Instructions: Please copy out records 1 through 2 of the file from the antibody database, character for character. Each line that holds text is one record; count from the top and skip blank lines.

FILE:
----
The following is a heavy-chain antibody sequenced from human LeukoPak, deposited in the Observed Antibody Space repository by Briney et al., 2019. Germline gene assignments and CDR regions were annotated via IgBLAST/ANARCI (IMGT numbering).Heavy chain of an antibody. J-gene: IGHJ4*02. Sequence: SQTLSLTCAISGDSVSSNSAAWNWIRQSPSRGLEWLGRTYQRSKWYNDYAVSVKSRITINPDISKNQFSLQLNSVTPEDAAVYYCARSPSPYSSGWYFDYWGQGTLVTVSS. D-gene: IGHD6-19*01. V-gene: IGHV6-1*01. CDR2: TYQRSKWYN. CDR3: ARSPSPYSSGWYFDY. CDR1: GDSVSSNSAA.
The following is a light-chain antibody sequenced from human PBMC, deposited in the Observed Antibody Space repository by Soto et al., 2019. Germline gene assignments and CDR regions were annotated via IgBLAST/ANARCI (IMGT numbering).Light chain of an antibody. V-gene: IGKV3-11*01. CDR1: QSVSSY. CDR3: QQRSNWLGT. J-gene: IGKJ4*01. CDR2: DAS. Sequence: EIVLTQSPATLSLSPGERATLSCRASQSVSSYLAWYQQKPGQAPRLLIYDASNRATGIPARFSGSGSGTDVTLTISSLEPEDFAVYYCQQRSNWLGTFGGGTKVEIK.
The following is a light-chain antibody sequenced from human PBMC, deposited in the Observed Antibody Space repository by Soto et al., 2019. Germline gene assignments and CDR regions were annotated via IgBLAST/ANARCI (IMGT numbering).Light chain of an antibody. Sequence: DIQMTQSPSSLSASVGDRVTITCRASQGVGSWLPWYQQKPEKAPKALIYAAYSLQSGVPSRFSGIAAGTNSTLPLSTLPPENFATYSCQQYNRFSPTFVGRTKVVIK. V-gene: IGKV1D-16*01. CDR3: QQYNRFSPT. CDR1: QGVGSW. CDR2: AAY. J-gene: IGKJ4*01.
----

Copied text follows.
The following is a heavy-chain antibody sequenced from human LeukoPak, deposited in the Observed Antibody Space repository by Briney et al., 2019. Germline gene assignments and CDR regions were annotated via IgBLAST/ANARCI (IMGT numbering).Heavy chain of an antibody. J-gene: IGHJ4*02. Sequence: SQTLSLTCAISGDSVSSNSAAWNWIRQSPSRGLEWLGRTYQRSKWYNDYAVSVKSRITINPDISKNQFSLQLNSVTPEDAAVYYCARSPSPYSSGWYFDYWGQGTLVTVSS. D-gene: IGHD6-19*01. V-gene: IGHV6-1*01. CDR2: TYQRSKWYN. CDR3: ARSPSPYSSGWYFDY. CDR1: GDSVSSNSAA.
The following is a light-chain antibody sequenced from human PBMC, deposited in the Observed Antibody Space repository by Soto et al., 2019. Germline gene assignments and CDR regions were annotated via IgBLAST/ANARCI (IMGT numbering).Light chain of an antibody. V-gene: IGKV3-11*01. CDR1: QSVSSY. CDR3: QQRSNWLGT. J-gene: IGKJ4*01. CDR2: DAS. Sequence: EIVLTQSPATLSLSPGERATLSCRASQSVSSYLAWYQQKPGQAPRLLIYDASNRATGIPARFSGSGSGTDVTLTISSLEPEDFAVYYCQQRSNWLGTFGGGTKVEIK.